And in a matter of hours, our partners heard and responded to our concern.

Greater Boston Interfaith Organization sent a message to its leadership team across Jewish, Christian and Muslim communities asking them to speak of this outrage in their congregations the coming weekend. Clergy circulated and signed a letter of solidarity, public officials and candidates issued statements of support.

In a single day we, the Jewish community in Boston, knew that we were not alone in our grief and outrage. Those who we have worked and stood with through the years now stood with us because they understood our pain and shared our horror.

Then, less than three weeks later, on Aug 5th, we were confronted with another faith community being attacked when a white supremacist opened fire at a Sikh gurdwara (temple) in Oak Creek, Wisconsin. We and our faith partners asked ourselves: how can we support the Sikh community here, in a moment of crisis?

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Offering our support to the broader community

We learned from Sikh leaders of their desire to promote an understanding of their faith tradition and of their need for support in sharing the meaning of their prayer service.

And so we, with our faith partners, began planning “A Service Rooted in the Sikh Tradition: A Demonstration of Solidarity and Support.” We invited members of the greater Boston faith community to come together in unity, to share a meal and to reflect on recent events. The event was offered by the four gurdwaras in Massachusetts, and hosted by the Islamic Council of New England, JCRC and the Massachusetts Council of Churches, with participation from the Catholic archdiocese.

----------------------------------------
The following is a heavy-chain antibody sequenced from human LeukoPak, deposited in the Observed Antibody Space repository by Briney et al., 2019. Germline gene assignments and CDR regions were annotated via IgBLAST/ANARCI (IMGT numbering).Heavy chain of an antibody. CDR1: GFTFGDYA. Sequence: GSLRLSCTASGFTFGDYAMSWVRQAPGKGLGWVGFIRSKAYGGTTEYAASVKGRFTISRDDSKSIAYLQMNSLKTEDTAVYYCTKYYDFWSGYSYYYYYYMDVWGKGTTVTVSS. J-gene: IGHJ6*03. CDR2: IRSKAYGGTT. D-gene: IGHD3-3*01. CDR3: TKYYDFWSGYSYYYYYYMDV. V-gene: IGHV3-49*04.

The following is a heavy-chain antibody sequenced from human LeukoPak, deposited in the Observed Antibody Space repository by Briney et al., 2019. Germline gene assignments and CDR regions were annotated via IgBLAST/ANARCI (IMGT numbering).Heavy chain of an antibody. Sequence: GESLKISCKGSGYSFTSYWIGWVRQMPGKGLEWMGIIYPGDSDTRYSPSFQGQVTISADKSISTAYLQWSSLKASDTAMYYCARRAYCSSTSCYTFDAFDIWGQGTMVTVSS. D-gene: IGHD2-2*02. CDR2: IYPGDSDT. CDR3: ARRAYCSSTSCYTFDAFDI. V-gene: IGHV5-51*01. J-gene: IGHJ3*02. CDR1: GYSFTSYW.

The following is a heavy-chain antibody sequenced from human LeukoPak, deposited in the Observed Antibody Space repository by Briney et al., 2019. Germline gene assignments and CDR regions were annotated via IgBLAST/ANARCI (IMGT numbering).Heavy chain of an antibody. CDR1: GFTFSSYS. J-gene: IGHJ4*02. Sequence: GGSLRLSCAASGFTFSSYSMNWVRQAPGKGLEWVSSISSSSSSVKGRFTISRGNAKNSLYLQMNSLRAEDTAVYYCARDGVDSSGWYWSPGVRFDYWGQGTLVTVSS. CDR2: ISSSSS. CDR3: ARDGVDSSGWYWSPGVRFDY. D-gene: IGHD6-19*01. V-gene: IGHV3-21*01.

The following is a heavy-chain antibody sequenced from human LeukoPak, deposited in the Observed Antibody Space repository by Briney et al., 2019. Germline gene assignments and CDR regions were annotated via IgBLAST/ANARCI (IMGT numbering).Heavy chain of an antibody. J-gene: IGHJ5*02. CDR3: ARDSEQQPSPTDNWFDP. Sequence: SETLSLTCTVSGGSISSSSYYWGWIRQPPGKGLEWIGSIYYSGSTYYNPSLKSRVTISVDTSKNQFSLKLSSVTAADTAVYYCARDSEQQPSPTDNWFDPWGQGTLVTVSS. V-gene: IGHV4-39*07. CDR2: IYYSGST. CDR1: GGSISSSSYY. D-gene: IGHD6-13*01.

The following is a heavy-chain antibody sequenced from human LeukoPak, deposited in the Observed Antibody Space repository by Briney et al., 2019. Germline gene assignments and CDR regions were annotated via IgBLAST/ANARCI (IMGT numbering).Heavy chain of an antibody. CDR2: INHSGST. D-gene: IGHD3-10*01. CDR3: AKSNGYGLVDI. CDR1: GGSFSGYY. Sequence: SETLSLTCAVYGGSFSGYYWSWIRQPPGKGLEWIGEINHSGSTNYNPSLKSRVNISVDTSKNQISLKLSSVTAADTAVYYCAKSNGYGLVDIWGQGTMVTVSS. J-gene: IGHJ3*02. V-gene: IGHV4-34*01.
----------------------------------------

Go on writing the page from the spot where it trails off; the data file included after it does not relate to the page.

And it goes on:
We hoped to reach a few hundred people. Many of our member agencies, synagogues, leaders and others shared the event invitation and the Facebook event page, as did many in other communities. Ambitiously we ordered 600 program books. And on Thursday, August 23rd, as I sat in the apse of Trinity Church in Boston with the other speakers, we watched in amazement as first the central section, then the sides, then the balcony of this grand landmark of Boston’s traditional faith community filled up. By the time we were done some 1400 people were with us.